The Arctic National Wildlife Refuge (ANWR) is a 19 million acre wildlife refuge located on the coastal plain of Alaskaâ€™s North Slope. Environmentalists say that ANWR is one of the last pristine wilderness areas remaining on Earth and claim this extraordinary and untouched ecosystem must be protected forever. Wildlife such as polar, black and grizzly bears, caribou, Dall sheep, seabirds and golden eagles all call ANWR home. Advocates say that ANWR is our only conservation area with a complete range of arctic ecosystems including coast, tundra, mountains and taiga and boreal forests. It also boasts a network of 18 major rivers, two of our largest lakes and warm springs that support a variety of plant species unique to the Arctic region. The question of whether to drill for oil in this preserve has been an ongoing controversy for over 30 years. What is not controversial is the amount of oil that lies beneath this refuge. Estimates show that ANWWR contains about 10 billion barrels of recoverable oil and could yield more than 800 million barrels of oil per year. This amount is about 40% of our 2008 domestic oil production and easily exceeds the amount of oil we import from Saudi Arabia. Environmentalists say this must be weighed against the potential harm oil extraction might have upon ANWRâ€™s environment and wildlife. Of particular concern are the calving grounds of the Porcupine caribou where 40,000 caribou calves are birthed and nursed each year. Advocates claim environmental damage will occur not only during drilling operations, but when storing and transporting oil, disposing of wastes, and by constructing roads, buildings, airstrips and ports – to say nothing of the potential for oil spills. Drilling proponents say that great precautions were taken to protect the environment and wildlife during the construction of the Trans-Alaska pipeline. They claim most environmentalists thought caribou populations would greatly suffer by building this mammoth project. However, studies show the opposite occurred as caribou thrived in the heat radiating from the pipeline. Environmentalists disagree with industry representatives who say that oil can be safely extracted from ANWR in a way that does not destroy its beauty.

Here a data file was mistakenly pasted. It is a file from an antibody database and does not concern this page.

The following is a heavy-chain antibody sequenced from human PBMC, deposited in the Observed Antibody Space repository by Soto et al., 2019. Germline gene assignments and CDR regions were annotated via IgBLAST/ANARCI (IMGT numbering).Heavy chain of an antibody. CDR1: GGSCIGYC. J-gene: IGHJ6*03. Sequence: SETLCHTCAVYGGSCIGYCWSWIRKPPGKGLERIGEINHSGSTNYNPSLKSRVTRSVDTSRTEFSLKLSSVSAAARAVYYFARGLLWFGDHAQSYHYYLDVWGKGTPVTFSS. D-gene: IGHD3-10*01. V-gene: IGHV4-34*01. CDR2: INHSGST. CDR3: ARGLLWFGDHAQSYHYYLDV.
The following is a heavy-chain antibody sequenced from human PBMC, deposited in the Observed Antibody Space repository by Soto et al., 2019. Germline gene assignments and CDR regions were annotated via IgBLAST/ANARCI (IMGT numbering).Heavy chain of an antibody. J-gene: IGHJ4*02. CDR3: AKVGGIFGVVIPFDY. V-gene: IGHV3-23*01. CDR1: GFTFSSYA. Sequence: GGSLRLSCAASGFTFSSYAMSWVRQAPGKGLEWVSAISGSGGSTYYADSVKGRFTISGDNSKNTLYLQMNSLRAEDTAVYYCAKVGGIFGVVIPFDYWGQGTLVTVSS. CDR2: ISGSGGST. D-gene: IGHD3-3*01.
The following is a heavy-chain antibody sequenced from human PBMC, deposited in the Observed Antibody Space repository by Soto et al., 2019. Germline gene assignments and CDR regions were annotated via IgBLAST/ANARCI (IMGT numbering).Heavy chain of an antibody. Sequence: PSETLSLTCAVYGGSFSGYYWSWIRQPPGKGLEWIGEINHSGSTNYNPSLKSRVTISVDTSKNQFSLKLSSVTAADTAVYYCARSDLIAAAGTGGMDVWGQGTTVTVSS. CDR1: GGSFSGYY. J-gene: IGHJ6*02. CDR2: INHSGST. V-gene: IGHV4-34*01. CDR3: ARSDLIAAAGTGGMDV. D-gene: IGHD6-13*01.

H.R.139 – Udall-Eisenhower Arctic Wilderness Act
H.R.49 – American Energy Independence and Price Reduction Act
I oppose reforming current Artic National Wildlife Refuge policy and wish to defeat H.R. 139 and H.R.49
I support declaring the policy of the United States concerning protection and preservation of the wilderness ecosystem of the Arctic coastal plain; designating specified lands within Alaska in the Arctic National Wildlife Refuge (ANWR) as wilderness and components of the National Wilderness Preservation System, and wish to pass H.R.139
I support implementing a competitive leasing program for the exploration, development, and production of the oil and gas resources on the Coastal Plain of Alaska; repealing the prohibition against leasing or other development leading to production of oil and gas from the Arctic National Wildlife Refuge (ANWR); authorizing the Secretary of the Interior to designate up to 45,000 acres of the Coastal Plain as an area designated for directional drilling, and wish to pass H.R.49